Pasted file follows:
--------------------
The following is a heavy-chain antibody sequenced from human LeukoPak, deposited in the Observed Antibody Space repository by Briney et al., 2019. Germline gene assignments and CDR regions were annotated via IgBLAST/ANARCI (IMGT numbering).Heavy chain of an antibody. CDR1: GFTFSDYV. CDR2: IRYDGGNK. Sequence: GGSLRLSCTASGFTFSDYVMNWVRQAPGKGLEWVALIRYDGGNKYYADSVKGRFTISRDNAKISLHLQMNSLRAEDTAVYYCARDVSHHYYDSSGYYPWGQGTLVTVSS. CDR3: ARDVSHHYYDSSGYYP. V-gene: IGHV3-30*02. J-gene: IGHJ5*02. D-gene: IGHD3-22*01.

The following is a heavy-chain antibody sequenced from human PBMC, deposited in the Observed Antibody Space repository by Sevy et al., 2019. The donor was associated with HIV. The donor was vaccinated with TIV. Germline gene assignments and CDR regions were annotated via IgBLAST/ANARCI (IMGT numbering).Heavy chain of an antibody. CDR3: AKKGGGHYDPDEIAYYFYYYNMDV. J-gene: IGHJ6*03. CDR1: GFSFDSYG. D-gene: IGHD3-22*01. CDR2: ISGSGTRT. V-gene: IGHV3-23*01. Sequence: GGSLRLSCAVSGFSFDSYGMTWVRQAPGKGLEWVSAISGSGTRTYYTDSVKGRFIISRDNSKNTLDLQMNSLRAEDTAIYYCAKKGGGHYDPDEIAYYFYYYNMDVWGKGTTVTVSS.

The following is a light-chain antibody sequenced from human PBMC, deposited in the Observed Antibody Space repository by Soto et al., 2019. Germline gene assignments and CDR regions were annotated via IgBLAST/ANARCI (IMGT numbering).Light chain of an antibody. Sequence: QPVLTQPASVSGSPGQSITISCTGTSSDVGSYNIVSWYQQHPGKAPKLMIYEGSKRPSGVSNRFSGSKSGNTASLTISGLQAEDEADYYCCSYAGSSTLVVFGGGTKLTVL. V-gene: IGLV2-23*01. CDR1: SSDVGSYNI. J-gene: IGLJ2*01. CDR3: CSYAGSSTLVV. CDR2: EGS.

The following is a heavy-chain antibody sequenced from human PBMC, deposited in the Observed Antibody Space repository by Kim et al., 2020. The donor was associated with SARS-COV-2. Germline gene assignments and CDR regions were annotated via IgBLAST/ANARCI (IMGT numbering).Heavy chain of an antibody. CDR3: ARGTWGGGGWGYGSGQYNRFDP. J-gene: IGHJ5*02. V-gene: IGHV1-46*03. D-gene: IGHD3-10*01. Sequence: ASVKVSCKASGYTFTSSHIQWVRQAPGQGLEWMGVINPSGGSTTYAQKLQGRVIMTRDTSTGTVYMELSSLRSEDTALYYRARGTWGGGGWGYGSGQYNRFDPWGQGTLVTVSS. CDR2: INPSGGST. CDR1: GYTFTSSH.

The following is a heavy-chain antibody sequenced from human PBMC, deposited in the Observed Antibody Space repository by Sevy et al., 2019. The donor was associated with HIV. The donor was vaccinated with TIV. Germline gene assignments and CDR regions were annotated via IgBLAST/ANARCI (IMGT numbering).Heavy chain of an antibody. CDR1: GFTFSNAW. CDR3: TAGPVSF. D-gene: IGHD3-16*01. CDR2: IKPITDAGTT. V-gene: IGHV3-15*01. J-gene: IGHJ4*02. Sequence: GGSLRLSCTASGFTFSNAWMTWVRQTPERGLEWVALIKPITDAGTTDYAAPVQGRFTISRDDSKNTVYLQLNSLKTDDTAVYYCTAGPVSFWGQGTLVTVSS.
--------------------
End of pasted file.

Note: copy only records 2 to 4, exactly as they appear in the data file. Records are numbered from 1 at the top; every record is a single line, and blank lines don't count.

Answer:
The following is a heavy-chain antibody sequenced from human PBMC, deposited in the Observed Antibody Space repository by Sevy et al., 2019. The donor was associated with HIV. The donor was vaccinated with TIV. Germline gene assignments and CDR regions were annotated via IgBLAST/ANARCI (IMGT numbering).Heavy chain of an antibody. CDR3: AKKGGGHYDPDEIAYYFYYYNMDV. J-gene: IGHJ6*03. CDR1: GFSFDSYG. D-gene: IGHD3-22*01. CDR2: ISGSGTRT. V-gene: IGHV3-23*01. Sequence: GGSLRLSCAVSGFSFDSYGMTWVRQAPGKGLEWVSAISGSGTRTYYTDSVKGRFIISRDNSKNTLDLQMNSLRAEDTAIYYCAKKGGGHYDPDEIAYYFYYYNMDVWGKGTTVTVSS.

The following is a light-chain antibody sequenced from human PBMC, deposited in the Observed Antibody Space repository by Soto et al., 2019. Germline gene assignments and CDR regions were annotated via IgBLAST/ANARCI (IMGT numbering).Light chain of an antibody. Sequence: QPVLTQPASVSGSPGQSITISCTGTSSDVGSYNIVSWYQQHPGKAPKLMIYEGSKRPSGVSNRFSGSKSGNTASLTISGLQAEDEADYYCCSYAGSSTLVVFGGGTKLTVL. V-gene: IGLV2-23*01. CDR1: SSDVGSYNI. J-gene: IGLJ2*01. CDR3: CSYAGSSTLVV. CDR2: EGS.

The following is a heavy-chain antibody sequenced from human PBMC, deposited in the Observed Antibody Space repository by Kim et al., 2020. The donor was associated with SARS-COV-2. Germline gene assignments and CDR regions were annotated via IgBLAST/ANARCI (IMGT numbering).Heavy chain of an antibody. CDR3: ARGTWGGGGWGYGSGQYNRFDP. J-gene: IGHJ5*02. V-gene: IGHV1-46*03. D-gene: IGHD3-10*01. Sequence: ASVKVSCKASGYTFTSSHIQWVRQAPGQGLEWMGVINPSGGSTTYAQKLQGRVIMTRDTSTGTVYMELSSLRSEDTALYYRARGTWGGGGWGYGSGQYNRFDPWGQGTLVTVSS. CDR2: INPSGGST. CDR1: GYTFTSSH.